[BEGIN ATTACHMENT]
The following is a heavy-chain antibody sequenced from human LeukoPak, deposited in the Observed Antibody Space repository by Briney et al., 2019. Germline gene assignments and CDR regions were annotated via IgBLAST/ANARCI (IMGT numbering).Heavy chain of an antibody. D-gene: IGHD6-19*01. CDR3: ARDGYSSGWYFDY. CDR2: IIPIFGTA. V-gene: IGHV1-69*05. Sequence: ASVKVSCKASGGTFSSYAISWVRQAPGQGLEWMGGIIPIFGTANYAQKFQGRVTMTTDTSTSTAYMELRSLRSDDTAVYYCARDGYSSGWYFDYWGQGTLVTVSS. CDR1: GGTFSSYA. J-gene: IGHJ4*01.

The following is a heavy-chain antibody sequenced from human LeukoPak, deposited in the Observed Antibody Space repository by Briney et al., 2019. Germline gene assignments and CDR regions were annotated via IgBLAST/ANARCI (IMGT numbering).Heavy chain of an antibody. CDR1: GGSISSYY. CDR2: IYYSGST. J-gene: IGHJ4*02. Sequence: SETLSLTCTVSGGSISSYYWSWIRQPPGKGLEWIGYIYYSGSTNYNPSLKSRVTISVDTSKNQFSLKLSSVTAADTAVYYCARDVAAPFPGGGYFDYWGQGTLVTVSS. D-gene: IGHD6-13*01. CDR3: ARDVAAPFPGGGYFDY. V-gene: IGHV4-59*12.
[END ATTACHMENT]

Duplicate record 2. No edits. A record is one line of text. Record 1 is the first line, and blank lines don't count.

The following is a heavy-chain antibody sequenced from human LeukoPak, deposited in the Observed Antibody Space repository by Briney et al., 2019. Germline gene assignments and CDR regions were annotated via IgBLAST/ANARCI (IMGT numbering).Heavy chain of an antibody. CDR1: GGSISSYY. CDR2: IYYSGST. J-gene: IGHJ4*02. Sequence: SETLSLTCTVSGGSISSYYWSWIRQPPGKGLEWIGYIYYSGSTNYNPSLKSRVTISVDTSKNQFSLKLSSVTAADTAVYYCARDVAAPFPGGGYFDYWGQGTLVTVSS. D-gene: IGHD6-13*01. CDR3: ARDVAAPFPGGGYFDY. V-gene: IGHV4-59*12.